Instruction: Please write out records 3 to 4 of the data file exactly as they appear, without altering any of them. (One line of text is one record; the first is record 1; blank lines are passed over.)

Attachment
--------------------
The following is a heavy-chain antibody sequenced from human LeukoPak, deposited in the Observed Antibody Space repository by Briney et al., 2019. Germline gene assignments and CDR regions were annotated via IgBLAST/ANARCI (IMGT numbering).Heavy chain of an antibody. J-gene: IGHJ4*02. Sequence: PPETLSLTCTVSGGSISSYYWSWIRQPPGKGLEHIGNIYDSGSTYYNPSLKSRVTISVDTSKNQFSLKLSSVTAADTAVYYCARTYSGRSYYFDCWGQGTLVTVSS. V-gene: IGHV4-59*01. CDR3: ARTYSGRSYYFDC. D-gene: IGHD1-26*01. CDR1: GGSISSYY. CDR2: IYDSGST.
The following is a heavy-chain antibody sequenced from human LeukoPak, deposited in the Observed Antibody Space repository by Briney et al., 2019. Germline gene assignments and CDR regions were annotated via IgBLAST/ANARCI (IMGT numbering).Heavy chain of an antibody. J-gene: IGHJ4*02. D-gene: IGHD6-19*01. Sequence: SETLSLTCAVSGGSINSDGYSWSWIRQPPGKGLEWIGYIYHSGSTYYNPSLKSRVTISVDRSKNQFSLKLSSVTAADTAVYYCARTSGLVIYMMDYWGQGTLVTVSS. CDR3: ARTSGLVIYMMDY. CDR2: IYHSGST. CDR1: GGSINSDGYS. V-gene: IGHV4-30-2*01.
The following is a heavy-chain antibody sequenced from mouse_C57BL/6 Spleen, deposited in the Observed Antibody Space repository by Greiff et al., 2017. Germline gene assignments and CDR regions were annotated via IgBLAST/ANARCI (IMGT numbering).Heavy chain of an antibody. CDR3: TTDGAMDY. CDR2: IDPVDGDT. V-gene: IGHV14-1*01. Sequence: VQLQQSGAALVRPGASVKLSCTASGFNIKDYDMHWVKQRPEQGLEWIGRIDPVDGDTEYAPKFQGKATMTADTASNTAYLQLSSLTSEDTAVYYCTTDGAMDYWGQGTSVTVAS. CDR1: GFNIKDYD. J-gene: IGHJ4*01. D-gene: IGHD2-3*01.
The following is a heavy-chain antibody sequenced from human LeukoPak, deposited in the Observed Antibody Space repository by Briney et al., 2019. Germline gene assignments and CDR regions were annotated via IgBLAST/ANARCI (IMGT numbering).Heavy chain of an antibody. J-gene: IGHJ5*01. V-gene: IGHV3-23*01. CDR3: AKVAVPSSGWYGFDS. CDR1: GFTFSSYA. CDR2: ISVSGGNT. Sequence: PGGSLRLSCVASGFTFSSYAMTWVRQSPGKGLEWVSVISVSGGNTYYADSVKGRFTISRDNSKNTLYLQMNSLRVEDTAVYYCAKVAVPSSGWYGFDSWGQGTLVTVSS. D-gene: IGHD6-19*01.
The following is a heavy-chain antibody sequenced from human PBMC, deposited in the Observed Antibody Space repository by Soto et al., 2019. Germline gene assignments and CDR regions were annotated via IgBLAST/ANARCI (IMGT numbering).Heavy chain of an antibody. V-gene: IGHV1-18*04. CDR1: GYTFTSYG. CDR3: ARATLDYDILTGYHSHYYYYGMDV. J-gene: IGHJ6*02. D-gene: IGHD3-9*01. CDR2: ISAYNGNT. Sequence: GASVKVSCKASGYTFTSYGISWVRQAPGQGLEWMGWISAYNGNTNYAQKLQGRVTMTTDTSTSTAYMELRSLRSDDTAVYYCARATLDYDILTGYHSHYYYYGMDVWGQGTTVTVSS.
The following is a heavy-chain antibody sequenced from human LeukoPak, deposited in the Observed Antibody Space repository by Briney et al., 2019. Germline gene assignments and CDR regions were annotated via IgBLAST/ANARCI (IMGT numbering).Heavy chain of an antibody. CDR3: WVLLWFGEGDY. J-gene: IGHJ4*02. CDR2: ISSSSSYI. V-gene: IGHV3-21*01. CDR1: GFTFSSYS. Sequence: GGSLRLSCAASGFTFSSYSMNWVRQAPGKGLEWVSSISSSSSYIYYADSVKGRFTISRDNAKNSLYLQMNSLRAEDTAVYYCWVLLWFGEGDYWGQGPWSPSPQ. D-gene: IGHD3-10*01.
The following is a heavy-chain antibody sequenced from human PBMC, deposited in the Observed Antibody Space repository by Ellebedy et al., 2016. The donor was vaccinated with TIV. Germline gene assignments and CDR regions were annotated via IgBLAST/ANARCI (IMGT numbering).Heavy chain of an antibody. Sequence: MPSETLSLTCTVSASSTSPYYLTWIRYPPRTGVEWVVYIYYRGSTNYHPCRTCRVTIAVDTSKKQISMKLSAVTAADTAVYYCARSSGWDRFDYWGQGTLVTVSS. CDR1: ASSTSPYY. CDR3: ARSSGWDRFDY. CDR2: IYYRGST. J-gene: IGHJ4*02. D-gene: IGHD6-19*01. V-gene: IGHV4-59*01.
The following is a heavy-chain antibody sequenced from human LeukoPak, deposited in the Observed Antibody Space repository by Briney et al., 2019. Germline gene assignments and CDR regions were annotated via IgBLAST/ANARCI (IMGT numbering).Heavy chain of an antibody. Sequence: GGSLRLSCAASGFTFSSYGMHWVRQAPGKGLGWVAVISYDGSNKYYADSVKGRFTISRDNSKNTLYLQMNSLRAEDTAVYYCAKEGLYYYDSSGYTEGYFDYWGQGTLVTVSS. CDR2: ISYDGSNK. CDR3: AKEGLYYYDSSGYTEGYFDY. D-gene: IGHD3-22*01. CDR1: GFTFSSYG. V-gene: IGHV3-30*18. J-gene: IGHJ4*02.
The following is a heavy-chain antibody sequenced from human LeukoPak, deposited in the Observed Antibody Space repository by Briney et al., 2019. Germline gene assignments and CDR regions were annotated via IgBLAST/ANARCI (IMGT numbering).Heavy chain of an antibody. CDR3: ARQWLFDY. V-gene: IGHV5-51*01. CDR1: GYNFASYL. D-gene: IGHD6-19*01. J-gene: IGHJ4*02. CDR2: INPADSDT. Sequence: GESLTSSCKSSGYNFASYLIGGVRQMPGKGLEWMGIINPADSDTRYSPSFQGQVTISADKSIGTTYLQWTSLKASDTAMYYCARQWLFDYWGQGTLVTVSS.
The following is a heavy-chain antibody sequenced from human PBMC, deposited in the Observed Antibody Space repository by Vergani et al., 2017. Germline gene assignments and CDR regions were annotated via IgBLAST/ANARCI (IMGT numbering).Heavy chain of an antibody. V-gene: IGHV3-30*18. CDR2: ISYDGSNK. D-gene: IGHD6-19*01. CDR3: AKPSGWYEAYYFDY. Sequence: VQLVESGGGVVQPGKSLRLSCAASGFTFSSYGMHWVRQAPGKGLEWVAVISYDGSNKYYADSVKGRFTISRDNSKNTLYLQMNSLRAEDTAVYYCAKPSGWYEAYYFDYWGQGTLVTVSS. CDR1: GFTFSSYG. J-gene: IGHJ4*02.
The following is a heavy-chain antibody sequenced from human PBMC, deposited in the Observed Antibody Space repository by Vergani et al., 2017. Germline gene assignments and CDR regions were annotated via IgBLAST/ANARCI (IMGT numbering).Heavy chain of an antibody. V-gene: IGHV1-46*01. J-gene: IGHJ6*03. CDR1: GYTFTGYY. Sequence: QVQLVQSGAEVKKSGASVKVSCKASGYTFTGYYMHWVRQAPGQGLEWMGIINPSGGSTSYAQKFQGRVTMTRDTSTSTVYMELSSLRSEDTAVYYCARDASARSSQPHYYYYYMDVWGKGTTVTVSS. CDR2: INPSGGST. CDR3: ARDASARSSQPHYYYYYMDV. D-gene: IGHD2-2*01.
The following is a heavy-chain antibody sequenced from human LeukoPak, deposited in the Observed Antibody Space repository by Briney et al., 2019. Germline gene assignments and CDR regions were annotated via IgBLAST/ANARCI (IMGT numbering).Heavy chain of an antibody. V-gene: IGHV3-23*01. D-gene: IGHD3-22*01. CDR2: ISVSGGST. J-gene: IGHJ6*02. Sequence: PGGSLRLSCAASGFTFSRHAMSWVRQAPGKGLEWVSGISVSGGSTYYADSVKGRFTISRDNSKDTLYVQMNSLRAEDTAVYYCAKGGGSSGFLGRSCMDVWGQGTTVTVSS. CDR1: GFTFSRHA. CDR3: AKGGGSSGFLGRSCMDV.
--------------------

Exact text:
The following is a heavy-chain antibody sequenced from mouse_C57BL/6 Spleen, deposited in the Observed Antibody Space repository by Greiff et al., 2017. Germline gene assignments and CDR regions were annotated via IgBLAST/ANARCI (IMGT numbering).Heavy chain of an antibody. CDR3: TTDGAMDY. CDR2: IDPVDGDT. V-gene: IGHV14-1*01. Sequence: VQLQQSGAALVRPGASVKLSCTASGFNIKDYDMHWVKQRPEQGLEWIGRIDPVDGDTEYAPKFQGKATMTADTASNTAYLQLSSLTSEDTAVYYCTTDGAMDYWGQGTSVTVAS. CDR1: GFNIKDYD. J-gene: IGHJ4*01. D-gene: IGHD2-3*01.
The following is a heavy-chain antibody sequenced from human LeukoPak, deposited in the Observed Antibody Space repository by Briney et al., 2019. Germline gene assignments and CDR regions were annotated via IgBLAST/ANARCI (IMGT numbering).Heavy chain of an antibody. J-gene: IGHJ5*01. V-gene: IGHV3-23*01. CDR3: AKVAVPSSGWYGFDS. CDR1: GFTFSSYA. CDR2: ISVSGGNT. Sequence: PGGSLRLSCVASGFTFSSYAMTWVRQSPGKGLEWVSVISVSGGNTYYADSVKGRFTISRDNSKNTLYLQMNSLRVEDTAVYYCAKVAVPSSGWYGFDSWGQGTLVTVSS. D-gene: IGHD6-19*01.